Individuals Who Attempt Suicide Carry an Increased Genetic Liability for Depression, Regardless of Their Psychiatric Disorder
Study provides new information on the genetic basis of suicide attempt
The largest genome wide association study (GWAS) to date on suicide attempt reveals that genetic liability to depression increases an individual’s risk for suicide attempt regardless of the psychiatric disorder they are affected by, according to the work led by researchers at the Icahn School of Medicine at Mount Sinai and published June 5 in The American Journal of Psychiatry.
Suicide is a worldwide public health problem with more than 800,000 deaths due to suicide each year. Suicide and suicide attempts have an emotional toll on families and friends of those who died, as well as on attempt survivors. The Centers for Disease Control and Prevention report that suicide costs the US economy $51 billion per year in medical costs for individuals and families, lost income for families, and lost productivity for employers. These stark figures highlight the urgent need for improved prevention and treatment, yet progress has been hampered by the lack of reliable methods for predicting suicidality and a poor understanding of its biological etiology.
“Like many psychiatric disorders, suicide attempt is known to have a partially genetic underpinning and genetic studies can provide invaluable insights into the underlying biology,” says Niamh Mullins, PhD, Postdoctoral Fellow in Psychiatric Genomics. “Through the collective efforts of many researchers, we analyzed the genomes of suicide attempters and non-attempters across three major psychiatric disorders. Our data showed that suicide attempters with major depressive disorder, bipolar disorder or a schizophrenia diagnosis carry a greater genetic liability for major depression than non-attempters.”
Specifically, the current study compared the genomes of 6,569 suicide attempters and 17,232 non-attempters with major depressive disorder, bipolar disorder, or schizophrenia from the Psychiatric Genomics Consortium, an international collaboration for conducting large-scale genetic studies of psychiatric disorders. Samples were combined across 46 individual cohorts from Europe, the United States, and Australia. Using polygenic risk scores, which summarize an individual’s genetic liability to a disease based on the results of an independent genetic study, the research team showed that suicide attempters carry an increased genetic liability for depression, regardless of the psychiatric disorder they are affected by.
“These results indicate the existence of a shared genetic etiology between suicide attempt and major depression that is common to suicide attempt in different psychiatric disorders,” says Dr. Mullins. “Our study is the first consortium-based GWAS on suicide attempt and makes significant progress in increasing numbers by combining samples across clinical cohorts. However, further collaborative efforts to amass samples on an even larger scale will be essential to identify specific genetic variants which play a role in increasing risk of suicide attempt.”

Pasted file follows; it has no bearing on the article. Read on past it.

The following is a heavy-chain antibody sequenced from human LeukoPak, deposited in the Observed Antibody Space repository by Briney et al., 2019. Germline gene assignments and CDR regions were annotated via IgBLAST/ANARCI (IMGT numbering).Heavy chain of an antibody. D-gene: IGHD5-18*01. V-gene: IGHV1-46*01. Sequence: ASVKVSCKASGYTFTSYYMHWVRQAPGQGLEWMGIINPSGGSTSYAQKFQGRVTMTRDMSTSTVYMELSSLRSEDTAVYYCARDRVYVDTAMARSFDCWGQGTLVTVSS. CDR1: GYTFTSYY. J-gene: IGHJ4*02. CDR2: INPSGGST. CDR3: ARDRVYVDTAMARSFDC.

This study provides novel insights into the genetic basis of suicide attempt. The ultimate goal of this research is to undercover the biological mechanisms underlying suicidality and develop new treatments and preventions, in order to reduce its burden on patients, families and healthcare systems.
Kings College London and many other research institutions contributed data to the study through the Psychiatric Genomics Consortium, which has received major funding from the National Institute of Mental Health and the National Institute of Drug Abuse.
About the Mount Sinai Health System
The Mount Sinai Health System is New York City's largest integrated delivery system, encompassing eight hospitals, a leading medical school, and a vast network of ambulatory practices throughout the greater New York region. Mount Sinai's vision is to produce the safest care, the highest quality, the highest satisfaction, the best access and the best value of any health system in the nation. The Health System includes approximately 7,480 primary and specialty care physicians; 11 joint-venture ambulatory surgery centers; more than 410 ambulatory practices throughout the five boroughs of New York City, Westchester, Long Island, and Florida; and 31 affiliated community health centers. The Icahn School of Medicine is one of three medical schools that have earned distinction by multiple indicators: ranked in the top 20 by U.S. News & World Report's "Best Medical Schools", aligned with a U.S. News & World Report's "Honor Roll" Hospital, No. 12 in the nation for National Institutes of Health funding, and among the top 10 most innovative research institutions as ranked by the journal Nature in its Nature Innovation Index. This reflects a special level of excellence in education, clinical practice, and research. The Mount Sinai Hospital is ranked No. 14 on U.S. News & World Report's "Honor Roll" of top U.S. hospitals; it is one of the nation's top 20 hospitals in Cardiology/Heart Surgery, Diabetes/Endocrinology, Gastroenterology/GI Surgery, Geriatrics, Gynecology, Nephrology, Neurology/Neurosurgery, and Orthopedics in the 2019-2020 "Best Hospitals" issue. Mount Sinai's Kravis Children's Hospital also is ranked nationally in five out of ten pediatric specialties by U.S. News & World Report. The New York Eye and Ear Infirmary of Mount Sinai is ranked 12th nationally for Ophthalmology, Mount Sinai St. Lukes and Mount Sinai West are ranked 23rd nationally for Nephrology and 25th for Diabetes/Endocrinology, and Mount Sinai South Nassau is ranked 35th nationally for Urology. Mount Sinai Beth Israel, Mount Sinai St. Luke's, Mount Sinai West, and Mount Sinai South Nassau are ranked regionally.